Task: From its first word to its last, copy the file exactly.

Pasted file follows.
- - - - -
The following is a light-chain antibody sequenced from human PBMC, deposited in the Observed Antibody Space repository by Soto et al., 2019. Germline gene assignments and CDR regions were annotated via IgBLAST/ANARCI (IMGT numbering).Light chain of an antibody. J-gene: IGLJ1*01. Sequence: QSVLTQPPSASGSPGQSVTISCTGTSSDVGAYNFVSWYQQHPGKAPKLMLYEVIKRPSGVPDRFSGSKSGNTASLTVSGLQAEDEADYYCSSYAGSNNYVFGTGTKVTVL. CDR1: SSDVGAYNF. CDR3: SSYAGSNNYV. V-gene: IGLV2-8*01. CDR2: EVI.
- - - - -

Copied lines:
The following is a light-chain antibody sequenced from human PBMC, deposited in the Observed Antibody Space repository by Soto et al., 2019. Germline gene assignments and CDR regions were annotated via IgBLAST/ANARCI (IMGT numbering).Light chain of an antibody. J-gene: IGLJ1*01. Sequence: QSVLTQPPSASGSPGQSVTISCTGTSSDVGAYNFVSWYQQHPGKAPKLMLYEVIKRPSGVPDRFSGSKSGNTASLTVSGLQAEDEADYYCSSYAGSNNYVFGTGTKVTVL. CDR1: SSDVGAYNF. CDR3: SSYAGSNNYV. V-gene: IGLV2-8*01. CDR2: EVI.